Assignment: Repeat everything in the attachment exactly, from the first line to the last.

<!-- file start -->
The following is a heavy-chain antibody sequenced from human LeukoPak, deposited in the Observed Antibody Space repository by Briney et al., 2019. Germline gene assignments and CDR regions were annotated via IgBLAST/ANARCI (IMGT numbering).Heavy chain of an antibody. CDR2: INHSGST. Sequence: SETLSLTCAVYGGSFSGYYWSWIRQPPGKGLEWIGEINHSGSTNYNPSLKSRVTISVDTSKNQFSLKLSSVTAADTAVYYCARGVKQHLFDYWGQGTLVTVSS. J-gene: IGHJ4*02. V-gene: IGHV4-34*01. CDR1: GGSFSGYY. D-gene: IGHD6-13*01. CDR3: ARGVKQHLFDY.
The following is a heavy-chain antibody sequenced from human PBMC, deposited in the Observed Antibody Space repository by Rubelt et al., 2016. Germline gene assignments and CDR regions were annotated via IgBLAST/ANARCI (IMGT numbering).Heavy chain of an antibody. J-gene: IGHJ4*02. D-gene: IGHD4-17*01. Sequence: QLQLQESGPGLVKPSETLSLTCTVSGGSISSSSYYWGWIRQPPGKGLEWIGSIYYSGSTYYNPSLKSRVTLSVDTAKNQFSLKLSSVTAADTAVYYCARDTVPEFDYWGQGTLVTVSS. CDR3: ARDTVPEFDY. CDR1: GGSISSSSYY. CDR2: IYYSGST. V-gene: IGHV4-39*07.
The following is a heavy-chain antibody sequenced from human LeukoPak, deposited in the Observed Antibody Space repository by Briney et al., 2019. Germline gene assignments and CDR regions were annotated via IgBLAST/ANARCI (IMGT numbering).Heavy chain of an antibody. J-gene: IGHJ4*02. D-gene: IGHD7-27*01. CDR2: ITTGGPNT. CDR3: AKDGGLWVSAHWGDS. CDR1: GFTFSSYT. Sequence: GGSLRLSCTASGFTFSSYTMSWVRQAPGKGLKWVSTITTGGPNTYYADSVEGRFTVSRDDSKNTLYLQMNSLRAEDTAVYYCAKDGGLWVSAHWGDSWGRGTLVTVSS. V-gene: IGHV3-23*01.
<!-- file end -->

The following is a heavy-chain antibody sequenced from human LeukoPak, deposited in the Observed Antibody Space repository by Briney et al., 2019. Germline gene assignments and CDR regions were annotated via IgBLAST/ANARCI (IMGT numbering).Heavy chain of an antibody. CDR2: INHSGST. Sequence: SETLSLTCAVYGGSFSGYYWSWIRQPPGKGLEWIGEINHSGSTNYNPSLKSRVTISVDTSKNQFSLKLSSVTAADTAVYYCARGVKQHLFDYWGQGTLVTVSS. J-gene: IGHJ4*02. V-gene: IGHV4-34*01. CDR1: GGSFSGYY. D-gene: IGHD6-13*01. CDR3: ARGVKQHLFDY.
The following is a heavy-chain antibody sequenced from human PBMC, deposited in the Observed Antibody Space repository by Rubelt et al., 2016. Germline gene assignments and CDR regions were annotated via IgBLAST/ANARCI (IMGT numbering).Heavy chain of an antibody. J-gene: IGHJ4*02. D-gene: IGHD4-17*01. Sequence: QLQLQESGPGLVKPSETLSLTCTVSGGSISSSSYYWGWIRQPPGKGLEWIGSIYYSGSTYYNPSLKSRVTLSVDTAKNQFSLKLSSVTAADTAVYYCARDTVPEFDYWGQGTLVTVSS. CDR3: ARDTVPEFDY. CDR1: GGSISSSSYY. CDR2: IYYSGST. V-gene: IGHV4-39*07.
The following is a heavy-chain antibody sequenced from human LeukoPak, deposited in the Observed Antibody Space repository by Briney et al., 2019. Germline gene assignments and CDR regions were annotated via IgBLAST/ANARCI (IMGT numbering).Heavy chain of an antibody. J-gene: IGHJ4*02. D-gene: IGHD7-27*01. CDR2: ITTGGPNT. CDR3: AKDGGLWVSAHWGDS. CDR1: GFTFSSYT. Sequence: GGSLRLSCTASGFTFSSYTMSWVRQAPGKGLKWVSTITTGGPNTYYADSVEGRFTVSRDDSKNTLYLQMNSLRAEDTAVYYCAKDGGLWVSAHWGDSWGRGTLVTVSS. V-gene: IGHV3-23*01.